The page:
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NTSB Prelim: Czech Sport Aircraft SportCruiser

Flight Instructor Reported To The Controller "We Are Having Some Power Loss"

Location: Van Nuys, CA Accident Number: WPR23FA299
Date & Time: August 2, 2023, 10:36 Local Registration: N384SC
Aircraft: Czech Sport Aircraft SportCruiser Injuries: 2 Fatal
Flight Conducted Under: Part 91: General aviation - Instructional

On August 02, 2023, about 1036 Pacific daylight time, a Czech Sport Aircraft SportCuiser (file photo, below), N384SC, was destroyed when it was involved in an accident in Van Nuys, California. The flight instructor and student pilot were fatally injured. The airplane was operated as a Title 14 Code of Federal Regulations (CFR) Part 91 instructional flight.
 
A review of Automatic Dependent Surveillance – Broadcast (ADS-B) flight tracking data revealed that the airplane initially departed runway 16L about 1021:33. The airplane made a left traffic-pattern and performed a touch-and-go practice landing and takeoff at 1027:39. The airplane made another left traffic pattern following a similar flight path as the first path. The airplane touched down about 1033:57 and then became airborne about 1,700 ft down the runway, in nearly the same place as the previous takeoff. Thereafter there is a gap in data for about 14 seconds and the next hit reappears at taxiway “K,” with a groundspeed reduction from 60 to 50 kts. The flight path continued at that speed and the altitude increased.

At 1035:09, the airplane made a left turn onto the crosswind leg of the traffic pattern while climbing to an altitude of approximately 315 ft above ground level (agl). The airplane then transitioned to the downwind leg. A data gap of 15 seconds ensued until the airplane’s track reappeared at 1035:42, where the data showed a speed of 71 knots while flying at an altitude of 430 feet agl; this marked the highest altitude attained during this flight segment. The airplane veered left towards the airport while the altitude gradually decreased. At around 1036:12, when positioned about 830 ft from the runway, the aircraft made a slight right turn to parallel runway. About 22 seconds later, as the airplane reached a point abeam the runway numbers of 16L, it was traveling at an groundspeed of about 55 kts. The airplane then turned left while at an altitude about 195 ft agl. The last hit was at 1036:39 and located 255 ft eastnortheast of the accident site; it showed an altitude of 170 ft agl.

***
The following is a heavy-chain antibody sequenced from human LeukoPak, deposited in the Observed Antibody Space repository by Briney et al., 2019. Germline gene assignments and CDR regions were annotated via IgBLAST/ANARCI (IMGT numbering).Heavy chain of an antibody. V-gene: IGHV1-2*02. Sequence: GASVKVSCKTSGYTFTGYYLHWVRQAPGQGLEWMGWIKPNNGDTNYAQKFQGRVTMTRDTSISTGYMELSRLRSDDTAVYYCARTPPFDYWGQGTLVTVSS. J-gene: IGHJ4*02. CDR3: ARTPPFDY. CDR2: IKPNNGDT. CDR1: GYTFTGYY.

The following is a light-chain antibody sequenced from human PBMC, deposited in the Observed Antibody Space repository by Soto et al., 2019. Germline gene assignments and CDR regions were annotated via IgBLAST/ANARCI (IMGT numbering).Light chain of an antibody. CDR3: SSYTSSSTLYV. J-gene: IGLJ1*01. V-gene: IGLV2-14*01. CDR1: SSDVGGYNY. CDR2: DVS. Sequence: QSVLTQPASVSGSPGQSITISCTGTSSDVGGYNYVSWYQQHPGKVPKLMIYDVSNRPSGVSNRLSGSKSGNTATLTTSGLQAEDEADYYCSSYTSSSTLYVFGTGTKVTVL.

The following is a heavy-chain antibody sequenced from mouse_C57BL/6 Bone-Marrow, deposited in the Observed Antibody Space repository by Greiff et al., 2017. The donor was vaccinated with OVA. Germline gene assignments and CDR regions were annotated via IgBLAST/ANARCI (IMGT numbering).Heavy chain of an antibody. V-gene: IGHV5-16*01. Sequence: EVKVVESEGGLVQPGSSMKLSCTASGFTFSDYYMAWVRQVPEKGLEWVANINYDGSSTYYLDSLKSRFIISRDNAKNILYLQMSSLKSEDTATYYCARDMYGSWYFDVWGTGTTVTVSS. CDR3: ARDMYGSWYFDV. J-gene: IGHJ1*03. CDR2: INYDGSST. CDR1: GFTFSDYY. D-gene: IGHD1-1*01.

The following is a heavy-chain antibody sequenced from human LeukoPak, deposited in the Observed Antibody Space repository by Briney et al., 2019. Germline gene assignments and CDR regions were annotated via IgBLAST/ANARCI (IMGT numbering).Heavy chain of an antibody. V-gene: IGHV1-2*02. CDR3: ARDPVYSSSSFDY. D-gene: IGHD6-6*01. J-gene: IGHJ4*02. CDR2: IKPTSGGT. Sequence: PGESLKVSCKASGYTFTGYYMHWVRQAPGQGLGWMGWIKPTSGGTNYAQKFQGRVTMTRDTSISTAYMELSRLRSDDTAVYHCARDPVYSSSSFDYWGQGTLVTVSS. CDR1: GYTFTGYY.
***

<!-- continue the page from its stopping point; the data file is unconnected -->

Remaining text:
Numerous security cameras captured footage of the airplane's movements leading up to the impact. After the airplane turned onto the downwind leg of the traffic pattern for runway 16L, it maintained a steady altitude. Around 1035:42, the airplane performed a complete 360° turn, during which it experienced fluctuations in altitude. Towards the end of the turn, the airplane climbed in altitude. The airplane briefly flew towards the runway, descending in altitude, before readjusting to fly parallel to the runway.

At 1036:35, the airplane initiated a left bank, aggressively increasing the steepness of the bank. As the bank angle intensified, the nose of the airplane dropped lower. The airplane impacted in a near vertical attitude; there was no parachute deployed and the flaps appeared to be retracted.

The pilot was in communication with Van Nuys Air Traffic Control during the flight. The times the audio transmissions were made could not immediately be verified. The student pilot was making the transmissions for the beginning portion of the flight. On the third takeoff, the flight instructor reported to the controller “we are having some power loss.” The controller asked if they required assistance. The instructor stated, “priority landing,” which he repeated several times because the controller could presumably could not understand the communications.

Approximately 30 seconds following the transmission indicating a "power loss," the controller issued a clearance for the airplane to land on runway 34R. This runway corresponds to the departure runway, albeit in the opposite direction. The controller asked again if the pilot required assistance and the instructor replied “negative, we are landing right now.” Approximately one minute following the transmission indicating a "power loss," the controller issued a clearance that the airplane could land on any runway. About 10 seconds later, the controller asked what the nature of their emergency, to which the instructor responded, “we are having exhaust gas temperature issues.”

The accident site was located on a helicopter parking ramp about 425 ft from the edge of runway 16L. The wreckage was found all within the same vicinity on a heading of 300°. The furthest wreckage was part of the rocket from the Ballistic Recovery System (BRS) system; the rocket had been deployed and was found immediate ahead of the wreckage along with small plexiglass shards in front of the main wreckage. A majority of the wreckage was consumed by fire.

The wreckage was recovered to a secure location for further examination.

FMI: www.ntsb.gov

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